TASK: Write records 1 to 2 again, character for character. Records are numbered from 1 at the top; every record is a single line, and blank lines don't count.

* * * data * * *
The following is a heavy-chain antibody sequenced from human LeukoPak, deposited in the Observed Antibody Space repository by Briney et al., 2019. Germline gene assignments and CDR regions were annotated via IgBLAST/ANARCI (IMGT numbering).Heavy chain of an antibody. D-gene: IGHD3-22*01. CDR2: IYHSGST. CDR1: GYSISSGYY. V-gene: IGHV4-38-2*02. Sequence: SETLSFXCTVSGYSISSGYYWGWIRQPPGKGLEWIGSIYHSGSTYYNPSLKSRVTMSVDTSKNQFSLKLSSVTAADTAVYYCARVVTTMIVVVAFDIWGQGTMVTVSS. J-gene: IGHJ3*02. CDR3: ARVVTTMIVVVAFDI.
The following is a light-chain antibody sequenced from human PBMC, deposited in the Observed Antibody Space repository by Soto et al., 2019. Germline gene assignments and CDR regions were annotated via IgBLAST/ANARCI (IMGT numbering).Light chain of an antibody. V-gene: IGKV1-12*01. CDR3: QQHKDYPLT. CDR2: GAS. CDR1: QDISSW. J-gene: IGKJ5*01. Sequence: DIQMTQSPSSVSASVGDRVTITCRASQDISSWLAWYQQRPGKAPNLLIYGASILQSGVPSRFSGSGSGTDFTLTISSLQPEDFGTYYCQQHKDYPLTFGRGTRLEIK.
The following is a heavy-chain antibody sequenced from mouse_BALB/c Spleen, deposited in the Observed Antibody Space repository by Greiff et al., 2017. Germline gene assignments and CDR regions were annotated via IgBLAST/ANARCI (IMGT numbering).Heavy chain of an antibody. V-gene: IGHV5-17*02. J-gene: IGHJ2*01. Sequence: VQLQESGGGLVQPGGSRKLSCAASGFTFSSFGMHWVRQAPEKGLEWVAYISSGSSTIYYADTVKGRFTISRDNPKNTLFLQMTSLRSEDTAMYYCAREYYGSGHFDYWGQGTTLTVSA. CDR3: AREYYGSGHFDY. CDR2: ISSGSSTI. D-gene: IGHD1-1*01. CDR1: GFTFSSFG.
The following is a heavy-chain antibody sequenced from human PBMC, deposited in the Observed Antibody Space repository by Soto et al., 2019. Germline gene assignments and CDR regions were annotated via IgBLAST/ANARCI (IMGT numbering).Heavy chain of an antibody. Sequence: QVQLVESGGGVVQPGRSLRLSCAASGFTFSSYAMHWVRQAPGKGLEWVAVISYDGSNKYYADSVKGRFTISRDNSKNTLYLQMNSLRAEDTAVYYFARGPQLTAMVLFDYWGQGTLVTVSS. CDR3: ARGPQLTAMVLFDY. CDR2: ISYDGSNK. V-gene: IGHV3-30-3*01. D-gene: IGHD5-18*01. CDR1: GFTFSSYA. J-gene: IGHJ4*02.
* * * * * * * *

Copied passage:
The following is a heavy-chain antibody sequenced from human LeukoPak, deposited in the Observed Antibody Space repository by Briney et al., 2019. Germline gene assignments and CDR regions were annotated via IgBLAST/ANARCI (IMGT numbering).Heavy chain of an antibody. D-gene: IGHD3-22*01. CDR2: IYHSGST. CDR1: GYSISSGYY. V-gene: IGHV4-38-2*02. Sequence: SETLSFXCTVSGYSISSGYYWGWIRQPPGKGLEWIGSIYHSGSTYYNPSLKSRVTMSVDTSKNQFSLKLSSVTAADTAVYYCARVVTTMIVVVAFDIWGQGTMVTVSS. J-gene: IGHJ3*02. CDR3: ARVVTTMIVVVAFDI.
The following is a light-chain antibody sequenced from human PBMC, deposited in the Observed Antibody Space repository by Soto et al., 2019. Germline gene assignments and CDR regions were annotated via IgBLAST/ANARCI (IMGT numbering).Light chain of an antibody. V-gene: IGKV1-12*01. CDR3: QQHKDYPLT. CDR2: GAS. CDR1: QDISSW. J-gene: IGKJ5*01. Sequence: DIQMTQSPSSVSASVGDRVTITCRASQDISSWLAWYQQRPGKAPNLLIYGASILQSGVPSRFSGSGSGTDFTLTISSLQPEDFGTYYCQQHKDYPLTFGRGTRLEIK.